SPA believes that stopping the damage before it starts provides far better value for money for the taxpayer and that this can only be done by education and advocacy. Any suggestion of defunding groups that are making this vital contribution is playing into the hands of those who wish to damage our environment for personal, short-term gain.
TOR 4: reporting requirements for organisations to disclose donations and activities funded by donations;
In ABC Television’s “7.30 Report” of 10 April ‘15, Alex Hawke, the Chair of this committee, says “Green groups are not sacrosanct. They need to be subject to the same accountability and transparency as other sectors”. Unfortunately, this TOR does not expand in any way on the comparative basis of “other sectors” so it is difficult to ascertain quite what information is required by the committee, and in particular what sectors we should be comparing ourselves to.
SPA notes that later in that same interview it is pointed out that “the Institute of Public Affairs which campaigns against environmental protection on behalf of big business also has tax deductibility status”. Yet Mr Hawke’s response to that was that there was not a comparison because the inquiry is “specifically about the purpose of the environmental register”. Such mixed messages, given Mr Hawke’s earlier comment about environment groups needing to have the same accountability as other sectors” lead us to query what the comparison is that the Chair of the Committee is making.
Another Liberal MP, Andrew Nikulic, says that “People are legitimately concerned that that tax deductible status … is being used in ways that they wouldn’t accept. That is, to run down legitimate businesses, to engage in illegal activities at times”. SPA is not aware of large numbers of people having these concerns, nor of evidence of the 600 or so REOs “engaging in illegal activities”. But, should illegality occur, the usual methods of charges being made against the individuals or organisations can be employed. We doubt the truth of the allegation but if one group is found to be acting in this way it does not provide a basis for de-funding any of the others.
Subsequent to the above comments by Mr Hawke, on 14 May 2015 www.desmogblog.com published an article “IPA uses Australian tax breaks to help fund U.S. climate skeptics’ libel defence”. Its content ought to offend both Mr Hawke and Mr Nikulic because here we have Australian tax dollars being used unaccountably to the tune of $175,000 to publish a book which would damage a legitimate Australian industry, specifically the burgeoning renewable energy industry.
If the committee determines to compare different sectors, then it is important to recognise that the business sector is able to claim tax deductibility for many of its activities which damage the environment in the process. They are also able to claim tax deductibility for publicity campaigns to justify their activities even if those activities are environmentally damaging. An example is the massive spending by mining companies to defeat Aboriginal land-rights claims. Even when/if those businesses do pay taxes, the information required to be placed on the public record is not provided with the level of transparency and accountability being demanded of environment groups. It appears to us that double standards may be at work here.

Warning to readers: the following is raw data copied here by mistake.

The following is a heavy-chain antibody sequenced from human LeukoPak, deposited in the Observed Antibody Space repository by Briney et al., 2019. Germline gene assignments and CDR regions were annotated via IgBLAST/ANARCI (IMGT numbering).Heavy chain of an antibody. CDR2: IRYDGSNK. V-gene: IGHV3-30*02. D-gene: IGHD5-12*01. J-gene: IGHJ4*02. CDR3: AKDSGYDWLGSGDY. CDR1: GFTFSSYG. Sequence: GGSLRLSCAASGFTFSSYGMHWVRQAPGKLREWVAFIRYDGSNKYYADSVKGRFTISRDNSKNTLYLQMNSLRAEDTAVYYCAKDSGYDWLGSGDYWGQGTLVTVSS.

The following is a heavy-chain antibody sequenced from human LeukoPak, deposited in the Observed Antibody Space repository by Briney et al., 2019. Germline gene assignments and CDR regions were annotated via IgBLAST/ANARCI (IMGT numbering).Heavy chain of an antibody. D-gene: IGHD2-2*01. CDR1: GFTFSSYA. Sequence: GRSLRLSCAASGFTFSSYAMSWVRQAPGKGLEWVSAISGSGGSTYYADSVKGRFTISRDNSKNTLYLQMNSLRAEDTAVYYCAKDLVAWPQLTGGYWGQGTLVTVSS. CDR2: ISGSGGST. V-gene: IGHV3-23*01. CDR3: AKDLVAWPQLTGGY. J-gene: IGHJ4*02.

Advocacy and education may result in the strengthening of environmental laws, and legitimate businesses will possibly incur extra costs – but that is not deliberately attempting to run them down as asserted by Mr Nikulic. And if there are extra costs as a consequence they will be passed on to consumers who in turn might well ameliorate their behaviour to reduce those extra costs. As an example, when people have paid extra costs for cigarettes as a consequence of price increases passed on from tobacco taxes, it has been demonstrated smokers cut back on the number of cigarettes they smoked, and with significant savings to the public health budget.
Why is this inquiry happening at all?
SPA is deeply concerned that this inquiry is taking place at all. The context of the inquiry is of itself strange. It has been done by referral of the Minister for the Environment, and hence no debate in parliament has occurred and therefore no explanation given of any need or justification for the inquiry. We have sought to understand why the inquiry is being conducted by listening to a Radio National breakfast interview on 1st April 2015 and viewing a “7.30” story which went to air on 10th April 2015.
The unstated agenda which does not appear in the Terms of Reference appears to be the reduction or even removal of tax deductibility for donations made to environment groups listed on the Register.
Donating to environment groups is an essential part of the democratic process. While businesses can donate large amounts of money to political parties with the aim of influencing their decision-making, the ordinary citizen does not have the same fire-power. Advocacy by individuals to create better environmental law cannot be purchased in the same way, but small donations to environment groups will allow those environment groups to undertake advocacy and education on their behalf. Reducing or removing tax deductibility would be a deliberate move to disempower Australian citizens who care about their environment.
Advocacy by environmental groups has become even more important with the current government’s defunding of Environmental Defenders’ Offices across the nation. Is it the intention of the committee to encourage the complete muzzling of the voices of those who seek the long-term protection of the Australian environment for all Australians, and indeed the world, for both current and future generations?
Hon. Sandra Kanck
Sustainable Population Australia Inc.